Wonder in early modern Ottoman society: A case study in the history of emotions

Ido Ben-Ami*

*Corresponding author for this work

Research output: Contribution to journalArticlepeer-review

3 Scopus citations

Abstract

The questions what an emotion is and how it is generated can be answered in multiple ways. Usually, the answer depends on the disciplinary perspective. As was recently noted by several dominant historians who deal with the history of emotions, although the biological and psychological elements of a certain feeling should not be ignored, within historical research, a focus on social and cultural aspects of emotion generation seems to be more convincing. In this article, I address this issue in the context of Ottoman studies from the perspective of Barbara H. Rosenwein's notion of “emotional communities.” I consider early modern Ottoman elite society of Istanbul to be such a community and demonstrate how several powerful individuals from this large social group relied on a medieval Islamic theory about cosmographic “wonder” and encouraged its members to embrace this emotion into their social and cultural milieus.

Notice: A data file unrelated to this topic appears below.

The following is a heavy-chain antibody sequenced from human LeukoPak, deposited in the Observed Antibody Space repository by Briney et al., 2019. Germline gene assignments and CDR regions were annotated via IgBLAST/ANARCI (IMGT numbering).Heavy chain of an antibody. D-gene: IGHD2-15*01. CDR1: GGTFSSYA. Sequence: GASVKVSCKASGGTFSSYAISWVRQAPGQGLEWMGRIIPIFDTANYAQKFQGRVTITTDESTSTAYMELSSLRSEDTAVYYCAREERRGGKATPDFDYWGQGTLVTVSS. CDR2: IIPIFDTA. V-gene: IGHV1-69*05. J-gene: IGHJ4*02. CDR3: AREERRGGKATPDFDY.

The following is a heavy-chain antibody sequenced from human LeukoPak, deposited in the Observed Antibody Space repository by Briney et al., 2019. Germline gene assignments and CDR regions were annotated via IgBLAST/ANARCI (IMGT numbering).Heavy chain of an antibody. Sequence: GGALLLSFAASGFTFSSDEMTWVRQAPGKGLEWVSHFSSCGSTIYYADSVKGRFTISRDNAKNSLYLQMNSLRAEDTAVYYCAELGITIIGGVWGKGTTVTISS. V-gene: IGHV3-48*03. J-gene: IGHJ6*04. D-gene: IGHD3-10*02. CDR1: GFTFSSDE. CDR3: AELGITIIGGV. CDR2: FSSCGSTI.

Original languageEnglish
Article numbere12578
JournalHistory Compass
Volume17
Issue number7
DOIs
StatePublished - 1 Jul 2019

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